Henri Matisse (French, 1869–1954), the supreme colorist of the twentieth century, was trained at the École des Beaux-arts in Paris but soon rejected classical representation in favor of utilizing flat areas of vivid color and uneven smears of paint in his portraits, landscapes, and still lifes—the result of an early interest in exotic fabrics and brightly patterned textiles. From his sensational exhibition at the Paris Salon d’Automne of 1905, when art critic Louis Vauxcelles flung the term fauve (wild animal) at Matisse for his use of unbridled color, to his last creative outpouring of large-scale cutouts, brightly colored pieces of paper cut into organic shapes and mounted on a large paper support, Matisse changed how we see the world.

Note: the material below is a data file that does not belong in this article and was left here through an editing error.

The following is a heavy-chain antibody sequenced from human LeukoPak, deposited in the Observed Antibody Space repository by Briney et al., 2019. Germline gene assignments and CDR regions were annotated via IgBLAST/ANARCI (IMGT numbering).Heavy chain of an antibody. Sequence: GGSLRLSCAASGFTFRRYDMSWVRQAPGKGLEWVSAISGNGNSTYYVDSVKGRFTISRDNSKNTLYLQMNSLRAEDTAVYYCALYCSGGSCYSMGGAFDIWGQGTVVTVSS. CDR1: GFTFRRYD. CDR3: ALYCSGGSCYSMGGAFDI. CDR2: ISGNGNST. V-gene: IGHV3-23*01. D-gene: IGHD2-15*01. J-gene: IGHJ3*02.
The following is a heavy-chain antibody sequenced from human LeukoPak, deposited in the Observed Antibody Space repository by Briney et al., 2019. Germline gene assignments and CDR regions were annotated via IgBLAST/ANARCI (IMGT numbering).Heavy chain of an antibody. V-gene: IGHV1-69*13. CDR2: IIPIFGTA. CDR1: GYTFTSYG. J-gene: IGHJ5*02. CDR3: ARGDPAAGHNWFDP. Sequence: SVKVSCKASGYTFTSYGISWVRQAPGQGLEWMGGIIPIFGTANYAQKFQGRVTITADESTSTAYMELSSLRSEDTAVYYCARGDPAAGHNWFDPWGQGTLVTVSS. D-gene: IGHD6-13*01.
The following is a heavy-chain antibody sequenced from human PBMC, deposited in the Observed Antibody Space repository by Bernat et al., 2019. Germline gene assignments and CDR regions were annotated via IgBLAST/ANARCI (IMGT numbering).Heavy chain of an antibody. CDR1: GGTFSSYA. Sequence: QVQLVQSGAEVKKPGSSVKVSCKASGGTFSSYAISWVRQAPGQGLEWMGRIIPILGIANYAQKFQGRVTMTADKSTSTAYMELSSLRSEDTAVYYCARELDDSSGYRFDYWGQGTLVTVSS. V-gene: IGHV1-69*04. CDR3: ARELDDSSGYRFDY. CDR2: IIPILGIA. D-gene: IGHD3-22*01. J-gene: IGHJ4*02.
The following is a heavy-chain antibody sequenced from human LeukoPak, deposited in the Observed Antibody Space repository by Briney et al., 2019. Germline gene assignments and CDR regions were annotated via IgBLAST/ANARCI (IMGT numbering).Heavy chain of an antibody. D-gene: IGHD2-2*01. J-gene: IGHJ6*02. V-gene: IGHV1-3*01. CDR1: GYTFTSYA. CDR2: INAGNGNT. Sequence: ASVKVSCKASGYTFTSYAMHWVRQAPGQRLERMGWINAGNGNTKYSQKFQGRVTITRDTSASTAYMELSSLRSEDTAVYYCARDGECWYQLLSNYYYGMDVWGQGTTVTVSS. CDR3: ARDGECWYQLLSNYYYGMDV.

The four works in this collection of notecards are from the collection of the Barnes Foundation in Pennsylvania, established by Dr. Albert C. Barnes in 1922 to “promote the advancement of education and the appreciation of the fine arts.”
Contains five each of the following notecards:
Figure with Bouquet, 1939
The Green Dress (La Robe verte), 1919
The Venetian Blinds (Les Persiennes), 1919
Young Girl on a Balcony over the Ocean (Jeune fille au balcon sur la mer), 1918